I made it out to Land’s End in Harpswell before leaving Maine. There are certainly some things I miss about that state, and being so close to the ocean all of the time is definitely one of them.
Lunch at the Seadog in Brunswick
So I could not sleep last night and I decided to take my good camera and go out onto the streets of Mitte for some classic scenes in the hour before sunrise (5:15). It’s my last day in Berlin, and I will certainly miss this place.
The first couple of days in Berlin have been amazing so far. I am sinking deep into the history of the DDR, and trying to better understand the transition after 1989. I met with my brilliant German editor at Suhrkamp on Thursday, had dinner with my dear friend Susan Neiman on Friday, and have hit the Berlin Trödel markets hard this weekend.
I'm enjoying some time in the German capital, a city I first visited in 1990, almost 30 years ago. Needless to say, it has changed a lot in the intervening years. Here is the view from my temporary apartment in Mitte.
So I spent a day in a village in the northwest of Bulgaria, near the town of Vratsa. This is a very poor part of the country where people live quite close to the edge, and is probably one of the poorest regions in the European Union. But it is also breathtakingly beautiful, and it is in this part of the country that many people maintain an allegiance to leftist ideals. I am always humbled and honored to be a guest here.
Maine is one of the few places that actually lives up to your expectations of it. The rocky coastline is a long way from the Bavarian Alps, but no less stunning.
This is the castle where the Sommerakademie is hosted as seen from the cornfields below.
So I've made it through my first week of volunteer teaching at the Sommerakademie Neubeuern, and there's been less free time than I imagined. A lot of prep work goes into teaching for three hours a day (30 hours in 2 weeks!), but the scenery here makes the whole endeavor so much easier. And I can occasionally get to the top of a mountain for a glass of wine.
I have arrived in Neubeuern in the foothills of the Alps near the Austrian-German border. I have volunteered to teach a two-week seminar for the Studienstiftung on the cultures and societies of Eastern Europe. This is the castle where the class will be held starting Monday morning.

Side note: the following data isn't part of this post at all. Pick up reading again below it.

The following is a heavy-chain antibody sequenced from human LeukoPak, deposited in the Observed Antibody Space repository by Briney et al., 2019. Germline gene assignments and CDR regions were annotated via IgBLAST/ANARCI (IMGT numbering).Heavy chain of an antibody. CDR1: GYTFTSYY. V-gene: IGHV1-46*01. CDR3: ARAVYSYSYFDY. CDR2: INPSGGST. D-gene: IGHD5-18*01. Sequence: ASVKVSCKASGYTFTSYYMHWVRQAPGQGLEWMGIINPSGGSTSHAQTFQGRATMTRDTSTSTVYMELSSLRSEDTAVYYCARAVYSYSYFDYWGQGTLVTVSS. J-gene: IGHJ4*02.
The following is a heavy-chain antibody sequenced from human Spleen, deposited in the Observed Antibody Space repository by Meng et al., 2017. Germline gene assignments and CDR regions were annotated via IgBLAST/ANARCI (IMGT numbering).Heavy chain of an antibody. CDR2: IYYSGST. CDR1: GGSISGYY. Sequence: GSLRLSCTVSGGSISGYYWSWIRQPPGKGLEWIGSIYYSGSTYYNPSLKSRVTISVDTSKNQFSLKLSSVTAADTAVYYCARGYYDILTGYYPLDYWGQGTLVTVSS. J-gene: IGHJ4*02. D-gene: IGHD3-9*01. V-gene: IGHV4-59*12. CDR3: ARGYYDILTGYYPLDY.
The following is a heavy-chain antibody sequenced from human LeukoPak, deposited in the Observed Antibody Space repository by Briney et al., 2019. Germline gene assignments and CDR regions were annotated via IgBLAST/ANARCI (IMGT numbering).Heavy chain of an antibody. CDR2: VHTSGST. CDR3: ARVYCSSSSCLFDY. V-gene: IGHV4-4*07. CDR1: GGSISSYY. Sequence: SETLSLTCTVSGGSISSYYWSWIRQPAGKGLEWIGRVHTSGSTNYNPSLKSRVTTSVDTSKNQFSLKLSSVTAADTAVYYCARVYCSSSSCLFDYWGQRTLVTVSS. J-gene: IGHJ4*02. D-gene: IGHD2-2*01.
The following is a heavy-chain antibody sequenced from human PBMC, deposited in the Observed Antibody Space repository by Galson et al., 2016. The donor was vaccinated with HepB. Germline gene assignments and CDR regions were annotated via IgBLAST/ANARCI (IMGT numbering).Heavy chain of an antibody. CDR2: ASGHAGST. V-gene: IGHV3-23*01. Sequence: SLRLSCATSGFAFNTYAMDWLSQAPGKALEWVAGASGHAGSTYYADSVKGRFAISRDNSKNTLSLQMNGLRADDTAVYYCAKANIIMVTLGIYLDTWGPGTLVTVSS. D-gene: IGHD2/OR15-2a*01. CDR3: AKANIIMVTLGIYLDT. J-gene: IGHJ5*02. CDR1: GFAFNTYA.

I'm in Trier where the whole city is trying to cash in on the 200th birthday of Karl Marx (born here in 1818). Near the Karl Marx Haus the town has changed the Ampelmänchen to be little Marxes and there are scattered images of him everywhere. The tourist shops are filled with Marx-themed souvenirs, and even the local retailers are using his face to lure would-be shoppers into their stores. I'm not so sure Marx would have appreciated this.
I landed in Germany just in time to catch the last day of the annual summer Kollnauer Fescht. I lived in this little village in the German Black Forest for a year between 2014 and 2015, and I haven't been back in over two and a half years. It's nice to see that nothing much has changed. I drank a glass of the local wine, Müller Thurgau, and enjoyed the general frivolity of the street festival. What is so wonderful about these German local events is the intergenerational aspect of the sociality, and the simple merriment of sitting outside and drinking cold beer.
Some scenes from Plovdiv. The first image shows that Plovdiv was once the sister city of a place called Leningrad.
Since Bulgaria holds the rotating presidency of the European Council, the center of Sofia looks gorgeous, especially the the areas around the National Palace of Culture where the Council is meeting. In over 20 years of visiting Sofia, I've never seen this area look so nice.
I just returned from a trip to give a talk in the anthropology department at my old alma mater, UC Santa Cruz, where I graduated in 1993 with my Bachelor of Arts. I have a very hard time believing that this was 25 years ago, but when I started college in 1988 the Berlin Wall was still standing. My, the time has flown. Santa Cruz is beautiful, but it felt weird to go back. The campus has grown and changed so much that it doesn't quite feel like the same place I went to school all those years ago. But I will be forever grateful to the taxpayers of the state of California who made it possible for kids like me to get an excellent education (BA, MA and PhD) at such phenomenal public institutions of higher learning. California is proof that the public provision of heavily-subsidized or free higher education is a great investment in the future.